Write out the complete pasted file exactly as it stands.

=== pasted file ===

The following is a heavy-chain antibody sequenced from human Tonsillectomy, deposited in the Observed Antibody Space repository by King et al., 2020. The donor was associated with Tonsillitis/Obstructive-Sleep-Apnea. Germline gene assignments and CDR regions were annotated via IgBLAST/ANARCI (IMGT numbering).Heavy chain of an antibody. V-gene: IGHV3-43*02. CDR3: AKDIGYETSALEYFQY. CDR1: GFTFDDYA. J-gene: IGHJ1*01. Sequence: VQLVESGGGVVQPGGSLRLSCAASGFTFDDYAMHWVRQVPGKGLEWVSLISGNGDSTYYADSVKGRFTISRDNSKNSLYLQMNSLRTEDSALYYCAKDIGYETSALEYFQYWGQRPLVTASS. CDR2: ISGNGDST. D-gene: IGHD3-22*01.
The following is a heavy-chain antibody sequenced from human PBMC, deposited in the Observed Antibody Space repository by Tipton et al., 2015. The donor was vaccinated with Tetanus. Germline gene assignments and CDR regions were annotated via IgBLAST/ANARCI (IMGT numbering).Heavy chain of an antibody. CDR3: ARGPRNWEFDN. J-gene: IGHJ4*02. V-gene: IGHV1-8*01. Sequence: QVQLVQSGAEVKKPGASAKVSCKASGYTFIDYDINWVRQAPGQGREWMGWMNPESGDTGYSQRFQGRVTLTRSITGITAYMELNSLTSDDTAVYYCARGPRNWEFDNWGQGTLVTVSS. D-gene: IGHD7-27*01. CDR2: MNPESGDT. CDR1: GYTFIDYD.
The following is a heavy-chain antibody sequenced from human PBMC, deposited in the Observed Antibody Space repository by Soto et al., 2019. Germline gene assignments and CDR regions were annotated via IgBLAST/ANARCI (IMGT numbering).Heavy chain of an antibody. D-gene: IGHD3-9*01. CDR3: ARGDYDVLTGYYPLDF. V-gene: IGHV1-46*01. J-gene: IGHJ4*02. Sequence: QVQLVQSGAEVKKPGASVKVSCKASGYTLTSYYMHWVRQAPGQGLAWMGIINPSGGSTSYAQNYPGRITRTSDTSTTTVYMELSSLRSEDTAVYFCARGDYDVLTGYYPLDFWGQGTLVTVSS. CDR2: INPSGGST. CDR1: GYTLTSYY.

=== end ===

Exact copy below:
The following is a heavy-chain antibody sequenced from human Tonsillectomy, deposited in the Observed Antibody Space repository by King et al., 2020. The donor was associated with Tonsillitis/Obstructive-Sleep-Apnea. Germline gene assignments and CDR regions were annotated via IgBLAST/ANARCI (IMGT numbering).Heavy chain of an antibody. V-gene: IGHV3-43*02. CDR3: AKDIGYETSALEYFQY. CDR1: GFTFDDYA. J-gene: IGHJ1*01. Sequence: VQLVESGGGVVQPGGSLRLSCAASGFTFDDYAMHWVRQVPGKGLEWVSLISGNGDSTYYADSVKGRFTISRDNSKNSLYLQMNSLRTEDSALYYCAKDIGYETSALEYFQYWGQRPLVTASS. CDR2: ISGNGDST. D-gene: IGHD3-22*01.
The following is a heavy-chain antibody sequenced from human PBMC, deposited in the Observed Antibody Space repository by Tipton et al., 2015. The donor was vaccinated with Tetanus. Germline gene assignments and CDR regions were annotated via IgBLAST/ANARCI (IMGT numbering).Heavy chain of an antibody. CDR3: ARGPRNWEFDN. J-gene: IGHJ4*02. V-gene: IGHV1-8*01. Sequence: QVQLVQSGAEVKKPGASAKVSCKASGYTFIDYDINWVRQAPGQGREWMGWMNPESGDTGYSQRFQGRVTLTRSITGITAYMELNSLTSDDTAVYYCARGPRNWEFDNWGQGTLVTVSS. D-gene: IGHD7-27*01. CDR2: MNPESGDT. CDR1: GYTFIDYD.
The following is a heavy-chain antibody sequenced from human PBMC, deposited in the Observed Antibody Space repository by Soto et al., 2019. Germline gene assignments and CDR regions were annotated via IgBLAST/ANARCI (IMGT numbering).Heavy chain of an antibody. D-gene: IGHD3-9*01. CDR3: ARGDYDVLTGYYPLDF. V-gene: IGHV1-46*01. J-gene: IGHJ4*02. Sequence: QVQLVQSGAEVKKPGASVKVSCKASGYTLTSYYMHWVRQAPGQGLAWMGIINPSGGSTSYAQNYPGRITRTSDTSTTTVYMELSSLRSEDTAVYFCARGDYDVLTGYYPLDFWGQGTLVTVSS. CDR2: INPSGGST. CDR1: GYTLTSYY.